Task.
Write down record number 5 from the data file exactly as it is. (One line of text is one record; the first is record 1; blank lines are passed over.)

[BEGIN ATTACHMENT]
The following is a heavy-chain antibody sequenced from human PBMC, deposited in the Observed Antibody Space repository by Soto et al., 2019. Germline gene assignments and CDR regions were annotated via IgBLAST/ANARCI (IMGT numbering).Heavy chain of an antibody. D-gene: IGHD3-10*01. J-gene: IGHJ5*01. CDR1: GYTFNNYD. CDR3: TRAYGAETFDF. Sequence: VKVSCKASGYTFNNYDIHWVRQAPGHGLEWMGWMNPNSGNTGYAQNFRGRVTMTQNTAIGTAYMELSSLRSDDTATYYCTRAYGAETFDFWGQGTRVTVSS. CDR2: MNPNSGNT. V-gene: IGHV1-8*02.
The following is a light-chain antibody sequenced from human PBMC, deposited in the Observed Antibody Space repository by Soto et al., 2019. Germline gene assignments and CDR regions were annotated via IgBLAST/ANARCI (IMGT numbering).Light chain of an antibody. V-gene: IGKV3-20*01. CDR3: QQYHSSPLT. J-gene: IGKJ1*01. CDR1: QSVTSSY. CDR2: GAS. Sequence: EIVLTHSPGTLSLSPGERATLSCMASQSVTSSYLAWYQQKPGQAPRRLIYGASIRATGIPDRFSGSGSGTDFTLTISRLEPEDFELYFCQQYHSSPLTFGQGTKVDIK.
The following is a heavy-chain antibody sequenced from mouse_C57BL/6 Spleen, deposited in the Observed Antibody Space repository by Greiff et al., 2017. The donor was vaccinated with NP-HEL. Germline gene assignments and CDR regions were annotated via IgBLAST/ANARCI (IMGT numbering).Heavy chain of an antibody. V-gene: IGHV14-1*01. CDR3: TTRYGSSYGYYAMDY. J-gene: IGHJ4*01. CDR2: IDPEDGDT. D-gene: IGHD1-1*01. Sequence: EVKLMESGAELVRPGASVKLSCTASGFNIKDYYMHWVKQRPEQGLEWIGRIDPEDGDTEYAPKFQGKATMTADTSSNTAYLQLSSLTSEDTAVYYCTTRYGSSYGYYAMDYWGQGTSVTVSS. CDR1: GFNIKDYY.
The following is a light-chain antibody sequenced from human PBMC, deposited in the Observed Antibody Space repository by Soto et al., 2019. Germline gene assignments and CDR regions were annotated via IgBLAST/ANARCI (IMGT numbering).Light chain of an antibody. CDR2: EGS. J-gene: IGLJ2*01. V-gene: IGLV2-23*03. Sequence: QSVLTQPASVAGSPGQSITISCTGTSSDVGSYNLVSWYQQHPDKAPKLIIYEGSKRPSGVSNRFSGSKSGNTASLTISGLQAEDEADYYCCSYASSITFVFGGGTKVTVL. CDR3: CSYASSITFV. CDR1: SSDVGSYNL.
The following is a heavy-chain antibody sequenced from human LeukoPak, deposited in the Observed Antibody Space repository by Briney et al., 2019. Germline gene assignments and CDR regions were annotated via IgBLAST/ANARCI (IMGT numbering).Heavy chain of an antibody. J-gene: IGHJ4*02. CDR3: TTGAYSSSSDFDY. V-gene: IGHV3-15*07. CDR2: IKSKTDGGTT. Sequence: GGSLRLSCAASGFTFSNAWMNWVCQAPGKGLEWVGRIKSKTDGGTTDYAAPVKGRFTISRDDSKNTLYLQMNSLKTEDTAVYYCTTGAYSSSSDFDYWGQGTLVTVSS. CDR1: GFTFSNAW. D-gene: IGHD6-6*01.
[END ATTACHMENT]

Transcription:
The following is a heavy-chain antibody sequenced from human LeukoPak, deposited in the Observed Antibody Space repository by Briney et al., 2019. Germline gene assignments and CDR regions were annotated via IgBLAST/ANARCI (IMGT numbering).Heavy chain of an antibody. J-gene: IGHJ4*02. CDR3: TTGAYSSSSDFDY. V-gene: IGHV3-15*07. CDR2: IKSKTDGGTT. Sequence: GGSLRLSCAASGFTFSNAWMNWVCQAPGKGLEWVGRIKSKTDGGTTDYAAPVKGRFTISRDDSKNTLYLQMNSLKTEDTAVYYCTTGAYSSSSDFDYWGQGTLVTVSS. CDR1: GFTFSNAW. D-gene: IGHD6-6*01.